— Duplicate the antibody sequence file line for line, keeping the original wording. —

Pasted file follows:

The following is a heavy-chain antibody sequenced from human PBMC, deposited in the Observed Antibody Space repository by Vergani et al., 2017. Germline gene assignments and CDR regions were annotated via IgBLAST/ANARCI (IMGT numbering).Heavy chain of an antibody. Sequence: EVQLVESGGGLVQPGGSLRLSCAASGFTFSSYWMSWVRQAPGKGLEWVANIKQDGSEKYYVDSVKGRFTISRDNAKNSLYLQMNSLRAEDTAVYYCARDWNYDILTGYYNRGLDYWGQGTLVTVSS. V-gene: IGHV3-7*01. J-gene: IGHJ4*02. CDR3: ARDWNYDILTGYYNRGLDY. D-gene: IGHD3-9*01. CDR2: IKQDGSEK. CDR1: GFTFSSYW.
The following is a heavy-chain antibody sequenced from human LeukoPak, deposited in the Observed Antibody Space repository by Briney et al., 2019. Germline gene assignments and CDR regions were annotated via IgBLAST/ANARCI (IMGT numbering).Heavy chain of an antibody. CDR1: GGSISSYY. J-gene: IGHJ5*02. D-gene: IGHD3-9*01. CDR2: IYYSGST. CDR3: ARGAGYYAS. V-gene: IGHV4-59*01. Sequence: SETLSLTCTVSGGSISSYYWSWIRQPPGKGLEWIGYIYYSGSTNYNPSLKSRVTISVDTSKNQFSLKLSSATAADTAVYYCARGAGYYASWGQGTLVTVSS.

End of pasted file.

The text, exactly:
The following is a heavy-chain antibody sequenced from human PBMC, deposited in the Observed Antibody Space repository by Vergani et al., 2017. Germline gene assignments and CDR regions were annotated via IgBLAST/ANARCI (IMGT numbering).Heavy chain of an antibody. Sequence: EVQLVESGGGLVQPGGSLRLSCAASGFTFSSYWMSWVRQAPGKGLEWVANIKQDGSEKYYVDSVKGRFTISRDNAKNSLYLQMNSLRAEDTAVYYCARDWNYDILTGYYNRGLDYWGQGTLVTVSS. V-gene: IGHV3-7*01. J-gene: IGHJ4*02. CDR3: ARDWNYDILTGYYNRGLDY. D-gene: IGHD3-9*01. CDR2: IKQDGSEK. CDR1: GFTFSSYW.
The following is a heavy-chain antibody sequenced from human LeukoPak, deposited in the Observed Antibody Space repository by Briney et al., 2019. Germline gene assignments and CDR regions were annotated via IgBLAST/ANARCI (IMGT numbering).Heavy chain of an antibody. CDR1: GGSISSYY. J-gene: IGHJ5*02. D-gene: IGHD3-9*01. CDR2: IYYSGST. CDR3: ARGAGYYAS. V-gene: IGHV4-59*01. Sequence: SETLSLTCTVSGGSISSYYWSWIRQPPGKGLEWIGYIYYSGSTNYNPSLKSRVTISVDTSKNQFSLKLSSATAADTAVYYCARGAGYYASWGQGTLVTVSS.